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Extended winter provides extra pruning time for gardeners

Don Kinzler, Growing Together gardening columnist for The Forum. Michael Vosburg / Forum News Service1 / 3
This spring’s delay in warm weather gives gardeners extra pruning time. Michael Vosburg / Forum News Service2 / 3
Pruning shears, loppers and saws are useful tools, depending on branch diameter. Michael Vosburg / Forum News Service3 / 3

Mother Nature isn't getting many Facebook 'likes' for this year's spring weather pattern. But in her defense, lack of nice weather gives us more time for dormant season pruning.

Pruning can be stressful until experience is gained. If I prune wrong, will I kill it? What if I cut off too much, or not enough? What will the neighbors think if they're watching, and my trees end up half dead?

There's an old saying in gardening: "Prune until it hurts, and then prune some more." Usually our hesitation results in not pruning enough, until we experience how well it works.

General pruning guidelines

  • Deciduous (leafy) trees and shrubs are best pruned anytime in early spring after winter's coldest temperatures are likely past and before plants leaf out. Light pruning can be done during the growing season, preferably the first half.
  • Evergreens are best pruned in May and June.
  • Use hand-held pruning shears for branches pencil-size in diameter, a lopper-type pruner for branches up to one-inch in diameter and a pruning saw for larger branches. Hedge shears and motorized trimmers are for sheared, formal hedges or shapes rather than most landscape shrubs.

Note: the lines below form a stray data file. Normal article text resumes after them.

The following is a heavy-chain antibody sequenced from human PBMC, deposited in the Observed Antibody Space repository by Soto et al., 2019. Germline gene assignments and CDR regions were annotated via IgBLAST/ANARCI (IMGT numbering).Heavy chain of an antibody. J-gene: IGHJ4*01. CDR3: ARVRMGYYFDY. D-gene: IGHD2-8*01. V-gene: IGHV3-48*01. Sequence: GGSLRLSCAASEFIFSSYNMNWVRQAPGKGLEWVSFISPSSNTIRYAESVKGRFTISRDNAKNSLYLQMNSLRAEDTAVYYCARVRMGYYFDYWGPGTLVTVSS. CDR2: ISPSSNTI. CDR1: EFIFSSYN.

• Make cuts just above a side branch or bud, without leaving stubs.
  • Let pruning cuts heal naturally without applying paints or sprays.
  • Dead branches can be removed anytime they're discovered.


  • Rejuvenate overgrown, woody, leggy deciduous shrubs like potentilla, ninebark, spirea, lilac and dogwood in early spring by pruning back to about six inches above ground level, which stimulates fresh new growth while eliminating old woody branches.
  • Shrubs that are generally in good vigor might need only shaping or height control.
  • Instead of shearing shrubs into tight ball-shapes, encourage a more natural shape by selectively shortening branches with a hand-held pruner.


  • Don't rush to remove the lower branches of young trees. These branches contribute to the tree's overall growth and health, helping it grow taller and more robust in less time. They can be removed in future years if they hinder mowing, or lower limbs can be left intact if fuller-bodied screening is desired.
  • Most trees are best grown with one single leader, which is the central, tallest, upward-pointing branch. All side branches should be maintained shorter and subordinate to the central leader.
  • Eliminate dangerous 'V' branch arrangements in the top center of the tree, where two equal branches arise from the same point, instead of one central leader. Prune out one, leaving the other as the dominant leader. Central 'Vs' are weak and prone to splitting as trees age.
  • When pruning branches arising from the main trunk or other main branches, instead of cutting perfectly flush, make the cut slightly out, leaving what's called the 'branch collar,' the slightly raised ring that contains healing callous tissue cells.

Apple and other fruit trees

  • Develop young fruit trees into pyramidal, Christmas tree shapes, with the lower branches being the widest, and tapering to narrower branches as you go up. Lower branches will receive increased sunlight, promoting flowering and fruiting lower on the tree. Left unpruned, fruit trees develop round globe shapes having most fruit on the difficult-to-reach top perimeter.
  • Older fruit trees can be slowly molded to the pyramidal shape over a period of three to five years.
  • Older trees produce better if the interior is thinned by removing branches that crisscross or point inward.